That said, clearly there is some good chemistry going in Ulster between its fine orchestra and the new American principal conductor. One can only hope that there will be many more releases like this in the future, and in the superb sound provided by the Grammy-winning producer and engineer, Tim Handley and Phil Rowlands. Definitely a winner.


FANFARE: Ronald E. Grames


This disc contains a wealth of relatively unfamiliar music, although all of it has been recorded before. Holst’s “The Cotswolds” Symphony deserves credit for its untraditional approach to form: it’s basically a lively and unpretentious framework for the touching second-movement Elegy (In memoriam William Morris). While it doesn’t sound much like the later Holst, it’s clear that the composer was not in sympathy with the typical, late-Romantic conception of the symphony, and good for him. The Walt Whitman Overture was composed at about the same time as the symphony, and sounds like it; it’s a lively and slightly anonymous piece that’s good, clean fun. A Winter Idyll, the earliest work on the disc, begins with a surprisingly violent gesture and then quickly calms down, but never loses focus or lacks freshness.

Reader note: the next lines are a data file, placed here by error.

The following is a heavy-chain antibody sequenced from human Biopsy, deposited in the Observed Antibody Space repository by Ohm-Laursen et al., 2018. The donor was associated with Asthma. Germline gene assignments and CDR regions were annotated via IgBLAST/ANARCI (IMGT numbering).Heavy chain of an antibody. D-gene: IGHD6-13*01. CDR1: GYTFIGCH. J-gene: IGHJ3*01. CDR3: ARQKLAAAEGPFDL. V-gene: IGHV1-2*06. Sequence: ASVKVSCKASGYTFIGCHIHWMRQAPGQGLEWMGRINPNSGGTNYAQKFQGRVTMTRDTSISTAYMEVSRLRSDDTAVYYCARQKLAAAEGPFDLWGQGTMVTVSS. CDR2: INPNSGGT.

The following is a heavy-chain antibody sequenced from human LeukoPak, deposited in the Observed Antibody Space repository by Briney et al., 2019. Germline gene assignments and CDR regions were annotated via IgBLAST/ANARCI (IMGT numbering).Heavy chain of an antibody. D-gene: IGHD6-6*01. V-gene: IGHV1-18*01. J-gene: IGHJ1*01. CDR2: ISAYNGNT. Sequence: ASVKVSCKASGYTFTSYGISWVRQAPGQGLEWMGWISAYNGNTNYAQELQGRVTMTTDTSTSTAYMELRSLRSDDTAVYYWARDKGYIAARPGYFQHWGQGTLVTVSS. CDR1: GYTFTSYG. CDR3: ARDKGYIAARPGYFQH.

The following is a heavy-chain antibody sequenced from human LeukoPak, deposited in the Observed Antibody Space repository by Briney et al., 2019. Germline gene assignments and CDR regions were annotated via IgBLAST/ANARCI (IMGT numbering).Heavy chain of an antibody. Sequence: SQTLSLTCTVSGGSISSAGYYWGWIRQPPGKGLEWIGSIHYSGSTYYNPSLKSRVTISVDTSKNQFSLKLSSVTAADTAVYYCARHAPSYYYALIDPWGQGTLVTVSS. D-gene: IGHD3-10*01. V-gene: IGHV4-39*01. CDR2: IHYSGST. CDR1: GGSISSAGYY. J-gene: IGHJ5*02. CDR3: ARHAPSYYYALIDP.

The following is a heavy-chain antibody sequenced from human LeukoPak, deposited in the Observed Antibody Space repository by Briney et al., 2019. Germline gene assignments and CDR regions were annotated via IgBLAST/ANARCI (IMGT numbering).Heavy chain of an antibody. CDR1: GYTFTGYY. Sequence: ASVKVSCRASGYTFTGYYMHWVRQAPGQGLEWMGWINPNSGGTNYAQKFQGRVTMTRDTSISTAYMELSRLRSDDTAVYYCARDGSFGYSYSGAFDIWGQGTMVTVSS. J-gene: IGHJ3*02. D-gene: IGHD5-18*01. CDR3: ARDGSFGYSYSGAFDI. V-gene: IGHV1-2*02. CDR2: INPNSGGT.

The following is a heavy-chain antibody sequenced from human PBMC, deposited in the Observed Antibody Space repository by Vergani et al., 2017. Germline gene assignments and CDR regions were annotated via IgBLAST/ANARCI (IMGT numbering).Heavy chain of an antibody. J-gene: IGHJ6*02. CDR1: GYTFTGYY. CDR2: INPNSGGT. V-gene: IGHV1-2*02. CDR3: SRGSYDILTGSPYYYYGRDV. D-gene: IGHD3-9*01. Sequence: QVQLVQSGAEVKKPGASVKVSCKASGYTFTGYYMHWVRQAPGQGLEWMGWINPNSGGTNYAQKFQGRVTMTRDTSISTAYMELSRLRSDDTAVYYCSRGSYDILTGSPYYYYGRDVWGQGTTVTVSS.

The two major works, though, are the Japanese Suite (contemporaneous with The Planets) and the tone poem Indra. Holst basically disowned this latter work, as he did most of his early pieces, but the fact is that he was a master of musical exoticism, even if the style is not as orchestrally lean and cool as we find in the Japanese Suite. Here the mature composer is obvious, nowhere more so than in the Dance of the Marionette (sound sample), with its repeated rhythms and delicate writing for the glockenspiel. The performances are first rate in all respects—at least as fine as the recorded competition. JoAnn Falletta gets an enthusiastic response from the Ulster Orchestra, and her interpretive choices (tempos especially) sound unerringly right. The engineering is clean and clear; it suits the music. A fine disc.